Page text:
Diversion is more convenient, less expensive and less time consuming than going to Juvenile Court. The Diversion Unit normally conducts its meetings in the evening or at a time that is convenient to the youth and his/her family. The Diversion process is confidential, unlike the court proceedings which are public. The Diversion Unit does not have the scheduling problems usually associated with the Court. Diversion is more protective and informal. The Diversion Agreement is not a conviction and only affects the youth's future if he/she comes back into the Juvenile Court System.

The purpose of the juvenile code is very clear: juvenile offenders must be held accountable for their illegal acts. It does recognize, however, that young people will make mistakes. It is for this reason that minor offenders are being diverted away from Juvenile Court and are required to be accountable to the community.

The Volunteer Community Accountability Board (CAB)

A Community Accountability Board (CAB) is a group of volunteer community residents who meet with youth referred for Diversion. The boards determine the reasonable requirements that the community can expect of the offender. These requirements may include community service, restitution, fees, counseling, or information/educational sessions. It is hoped that through the board process, citizens from the youth's community can impress upon the youth the connection between his/her behavior and the effects on him/herself and the community. Consequently, the board can serve as a positive influence on the youth's future behavior.

The Accountability Board has the responsibility of determining how much and what kind of consequences are appropriate to the offense. This is accomplished by questioning the youth about the incident itself and any relevant issues that may pertain to the incident.

Time Commitments

The number of times you will be requested to sit on Board hearings depends on the number of referrals received by the Diversion Unit. Out of the Board member pool, only three members are needed to make up a Board to hear cases on any given evening. The Diversion Unit schedules Board members on monthly calendars. Members are asked to notify the Diversion Unit of any conflict on the scheduled dates. Hearings generally take thirty to forty-five minutes and up to two cases are scheduled per evening. New volunteers come to Board meetings as observers until they feel comfortable serving as an active member.

The Juvenile Diversion Unit requests that each new member commit at least a year (12 months) to the program. The reason for this is to ensure that the staff does not have to be constantly screening and training new members. In addition, the Boards will run much more smoothly if the Board members are familiar with each other and have had some experience. This does not mean that after a year you may no longer be a Board member, but that you will commit yourself to the program for at least that period of time.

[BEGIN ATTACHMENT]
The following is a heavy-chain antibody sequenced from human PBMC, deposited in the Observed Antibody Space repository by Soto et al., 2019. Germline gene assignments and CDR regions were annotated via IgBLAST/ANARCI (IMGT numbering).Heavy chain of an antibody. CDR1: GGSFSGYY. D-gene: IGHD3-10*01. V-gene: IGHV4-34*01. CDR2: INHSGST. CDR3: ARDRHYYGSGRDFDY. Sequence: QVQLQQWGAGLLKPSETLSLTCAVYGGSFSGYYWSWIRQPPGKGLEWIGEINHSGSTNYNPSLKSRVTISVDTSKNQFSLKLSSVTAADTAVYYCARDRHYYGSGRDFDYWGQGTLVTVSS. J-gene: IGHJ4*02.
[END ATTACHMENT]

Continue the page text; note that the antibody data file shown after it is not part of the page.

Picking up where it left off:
One of the most important aspects of Diversion, and the major concern of both the parents and the youth, is confidentiality. An Oath of Confidentiality must be signed by Board members  prior to each hearing. It is extremely important that Accountability Board members do not discuss cases outside of the Diversion office. A breach of confidentiality could result in a lawsuit and would be grounds for dismissal from the Accountability Board.

In addition, all Board members are required to fill out and sign a Clallam County Sheriff's Department background check form.

Benefits of the Board Process

Community members become active participants in holding young people accountable for criminal activity in their community. Members also gain insight into the problems of youthful offenders as well as the workings of the juvenile justice system. In addition, the juvenile offender is made aware of the direct relationship between the crime and the people affected by it (i.e., the community).

The Diversion Agreement

A Diversion Agreement may consist of one or more of the following:

  1. Community Service Work

    The most common element of a Diversion  Agreement is community service. The Board assigns the youth a certain number of hours (up to 150 hours) that must be spent working for a non-profit organization without pay. If the youth is attending school, no community service can be required during normal school hours. It is the responsibility of the youth to contact the Diversion Office within 48 hours of the Board meeting to arrange a community service site.

  2. Restitution

    Restitution is defined as financial reimbursement to the victim. It is limited to the actual loss incurred, such as damages for injury to or loss of property, or expenses for medical treatment for physical injury. When the amount of loss or damage is high, the Board sets a figure that the youth can reasonably be expected to pay during this period. Accountability Boards deal with only criminal charges. The victim retains the right to initiate civil court action for additional damages. In shoplifting cases, a special statute allows the store to sue the parents for up to $200 plus the cost of the item up to $500.

  3. Fees

    A $75 program fee is generally assigned to each case.

  4. Education

    A Diversion Agreement may require participation in educational or informational sessions. Restorative Justice, Anger Management and Drugs and Alcohol Information classes are offered.  All youth aged 13-17 who commit drug-related or alcohol offenses are required to attend the drug and alcohol class. Youth will be notified of the time and date of their assigned seminar. Seminar fees of $30 are the responsibility of the juvenile and his/her parents.